"During the five years before I was
'married,' "writes a Calif, school teach
*er, 'i tee a slave to coffe e.
I became a nervous wreck and my
stomal was almost ruined. food
would not digest, I suffered great pam
after eating, and could not sleep an
entire night through. My whole sys
tem seemed to be poisoned.
After my marriage I still used cof
fee and steadily grew worVe. Xbout 8
years ago my father who hac&been at a
sanitarium where they used. SPostvun
food coffee, spoke so Often antP i#csuch
glowing terms of it, my husband and I
decided to try it. I have been gradu
ally but purely cured by its use and
never felt so well in my fife.
We still use Postum, giving it to
our two little boys who always beg for
it, and we think the day's wrongly
Begun without it for breakfast-
/St,* "Am ab}e to eat anything I like?and
-can sleep soundly tW
through.vi
Jattle Creek, Mich.n
1*rTimS^
ok
Namewgivenally"PostUmnight
*'i' S,ead,
0
"*'***.**t2Se
Roa
"There's a reason.''
I
&~^* "T'S- W ^fc&SSt,
cUnlonp*the parts that won't burn,
Thursday^ Evening,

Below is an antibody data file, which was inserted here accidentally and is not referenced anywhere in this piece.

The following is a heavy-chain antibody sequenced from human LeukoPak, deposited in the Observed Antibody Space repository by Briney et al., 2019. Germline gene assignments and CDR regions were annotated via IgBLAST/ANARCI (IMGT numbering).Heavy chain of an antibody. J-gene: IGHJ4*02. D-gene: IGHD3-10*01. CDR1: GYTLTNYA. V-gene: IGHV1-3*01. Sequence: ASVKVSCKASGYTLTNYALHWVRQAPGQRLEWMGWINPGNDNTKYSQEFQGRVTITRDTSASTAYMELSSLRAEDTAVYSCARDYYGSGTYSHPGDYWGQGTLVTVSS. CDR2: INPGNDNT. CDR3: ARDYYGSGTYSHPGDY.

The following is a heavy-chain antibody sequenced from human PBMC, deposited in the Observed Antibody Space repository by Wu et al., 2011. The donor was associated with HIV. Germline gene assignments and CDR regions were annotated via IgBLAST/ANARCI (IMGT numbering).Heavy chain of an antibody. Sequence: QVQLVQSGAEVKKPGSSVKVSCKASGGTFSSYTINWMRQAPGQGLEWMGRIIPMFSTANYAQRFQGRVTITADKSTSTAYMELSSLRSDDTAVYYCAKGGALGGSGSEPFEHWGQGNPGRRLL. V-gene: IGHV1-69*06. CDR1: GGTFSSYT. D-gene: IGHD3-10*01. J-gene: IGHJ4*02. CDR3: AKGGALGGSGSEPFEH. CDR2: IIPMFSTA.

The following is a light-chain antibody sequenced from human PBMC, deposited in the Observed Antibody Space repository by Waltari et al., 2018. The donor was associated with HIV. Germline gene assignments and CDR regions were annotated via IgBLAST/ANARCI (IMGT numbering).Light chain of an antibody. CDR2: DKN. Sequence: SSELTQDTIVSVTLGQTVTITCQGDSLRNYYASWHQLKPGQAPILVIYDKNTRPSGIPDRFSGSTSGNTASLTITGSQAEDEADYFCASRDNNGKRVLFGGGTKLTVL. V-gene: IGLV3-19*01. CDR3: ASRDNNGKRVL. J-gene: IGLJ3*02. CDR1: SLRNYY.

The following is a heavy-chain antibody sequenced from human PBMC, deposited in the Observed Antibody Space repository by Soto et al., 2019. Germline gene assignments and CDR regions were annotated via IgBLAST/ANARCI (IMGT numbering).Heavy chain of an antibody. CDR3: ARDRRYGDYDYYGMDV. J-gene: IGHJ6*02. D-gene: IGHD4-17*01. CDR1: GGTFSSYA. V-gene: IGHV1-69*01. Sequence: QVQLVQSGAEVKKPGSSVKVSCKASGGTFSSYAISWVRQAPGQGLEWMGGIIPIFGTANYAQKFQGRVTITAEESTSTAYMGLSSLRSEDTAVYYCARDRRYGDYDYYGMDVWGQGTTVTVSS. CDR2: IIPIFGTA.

J%i^ is Popular
Because you can depend on its quality. flavor.
.If* .Ifi
Both 'Phones.
age.
purity.
"Since 1857"
Pittsburgh
W. B. DIXON,
N. W. P. A., St. Paul.
Is an ordeal which aJl
women approach with
indescribable fear, for
nothing compares with
the pain and horror of
child-birth. The thought
mand at the Bow street police couit
,today. "When the presiding magistrate
expl lined to the prisoner that papers
containing a mass of evidence his
case had been received from Germany,
but that there was still further techni
cal evidence necessary, and asked him
whether he had anything to say, Hau,
with staring eves, answered:
I don't understand what this is all
about.''
The prisoner has apparently lost his
reason, or is feigning insanity. For
several days he has been confined in
the prison infirmarv and closely guard
ed, owing to fear that he may commit
suicide.
Mr. Wilson, Hau's lawver, said:
"lhere is no chance of preventing his
extradition."
Hau has not vet claimed the promo
tion of the United States, nor has he
produced his naturalization papers.
JESSE JAMES IN COURT
Son of Notorious Outlaw Prosecutor of
His Brother-in-Law.
Kansas City, Mo., Nov. 29.Jesse
James, Jr., a son of the famous outlaw
of that name, has appeared in police
court to prosecute his brother-in-law,
Luther McGowan, for taking his horse
without permission and misusing it.
McGowan pleaded guilty and said he
had been drinking.
"You are his brother-in-law, what
i you -want me to do "with nimf"